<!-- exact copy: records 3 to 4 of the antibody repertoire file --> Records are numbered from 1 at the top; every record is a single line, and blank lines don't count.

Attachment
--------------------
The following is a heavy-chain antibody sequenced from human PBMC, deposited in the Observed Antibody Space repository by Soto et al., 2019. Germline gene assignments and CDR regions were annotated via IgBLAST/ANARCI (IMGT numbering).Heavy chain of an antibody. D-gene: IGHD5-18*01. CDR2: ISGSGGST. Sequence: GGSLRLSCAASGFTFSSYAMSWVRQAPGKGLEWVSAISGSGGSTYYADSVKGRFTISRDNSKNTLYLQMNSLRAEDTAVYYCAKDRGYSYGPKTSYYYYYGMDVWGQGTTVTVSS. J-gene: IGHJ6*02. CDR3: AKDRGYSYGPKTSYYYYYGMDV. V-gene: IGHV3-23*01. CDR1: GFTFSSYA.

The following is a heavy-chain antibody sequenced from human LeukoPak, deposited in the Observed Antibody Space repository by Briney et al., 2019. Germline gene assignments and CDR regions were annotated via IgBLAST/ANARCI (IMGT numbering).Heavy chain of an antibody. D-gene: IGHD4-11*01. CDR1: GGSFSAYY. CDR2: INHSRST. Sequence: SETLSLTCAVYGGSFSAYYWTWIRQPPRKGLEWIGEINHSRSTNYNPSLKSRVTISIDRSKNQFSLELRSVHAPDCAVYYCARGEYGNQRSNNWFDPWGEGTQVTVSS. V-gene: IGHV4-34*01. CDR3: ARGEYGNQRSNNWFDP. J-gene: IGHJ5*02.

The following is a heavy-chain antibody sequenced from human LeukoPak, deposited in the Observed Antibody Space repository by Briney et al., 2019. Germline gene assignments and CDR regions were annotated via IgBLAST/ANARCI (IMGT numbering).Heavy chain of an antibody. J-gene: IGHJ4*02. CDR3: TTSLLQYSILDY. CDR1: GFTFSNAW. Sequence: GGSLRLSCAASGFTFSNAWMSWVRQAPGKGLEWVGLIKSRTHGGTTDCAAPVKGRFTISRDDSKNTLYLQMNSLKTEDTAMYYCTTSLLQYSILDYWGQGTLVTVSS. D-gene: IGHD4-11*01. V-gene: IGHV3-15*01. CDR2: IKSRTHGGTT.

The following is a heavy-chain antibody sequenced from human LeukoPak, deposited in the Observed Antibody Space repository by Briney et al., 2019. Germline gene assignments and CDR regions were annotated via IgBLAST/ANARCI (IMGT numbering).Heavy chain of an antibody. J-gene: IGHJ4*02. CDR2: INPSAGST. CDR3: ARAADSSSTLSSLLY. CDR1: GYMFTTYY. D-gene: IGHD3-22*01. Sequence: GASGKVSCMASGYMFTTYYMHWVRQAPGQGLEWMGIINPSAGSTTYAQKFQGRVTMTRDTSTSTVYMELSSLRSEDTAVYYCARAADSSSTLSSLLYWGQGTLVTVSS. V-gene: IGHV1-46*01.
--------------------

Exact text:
The following is a heavy-chain antibody sequenced from human LeukoPak, deposited in the Observed Antibody Space repository by Briney et al., 2019. Germline gene assignments and CDR regions were annotated via IgBLAST/ANARCI (IMGT numbering).Heavy chain of an antibody. J-gene: IGHJ4*02. CDR3: TTSLLQYSILDY. CDR1: GFTFSNAW. Sequence: GGSLRLSCAASGFTFSNAWMSWVRQAPGKGLEWVGLIKSRTHGGTTDCAAPVKGRFTISRDDSKNTLYLQMNSLKTEDTAMYYCTTSLLQYSILDYWGQGTLVTVSS. D-gene: IGHD4-11*01. V-gene: IGHV3-15*01. CDR2: IKSRTHGGTT.

The following is a heavy-chain antibody sequenced from human LeukoPak, deposited in the Observed Antibody Space repository by Briney et al., 2019. Germline gene assignments and CDR regions were annotated via IgBLAST/ANARCI (IMGT numbering).Heavy chain of an antibody. J-gene: IGHJ4*02. CDR2: INPSAGST. CDR3: ARAADSSSTLSSLLY. CDR1: GYMFTTYY. D-gene: IGHD3-22*01. Sequence: GASGKVSCMASGYMFTTYYMHWVRQAPGQGLEWMGIINPSAGSTTYAQKFQGRVTMTRDTSTSTVYMELSSLRSEDTAVYYCARAADSSSTLSSLLYWGQGTLVTVSS. V-gene: IGHV1-46*01.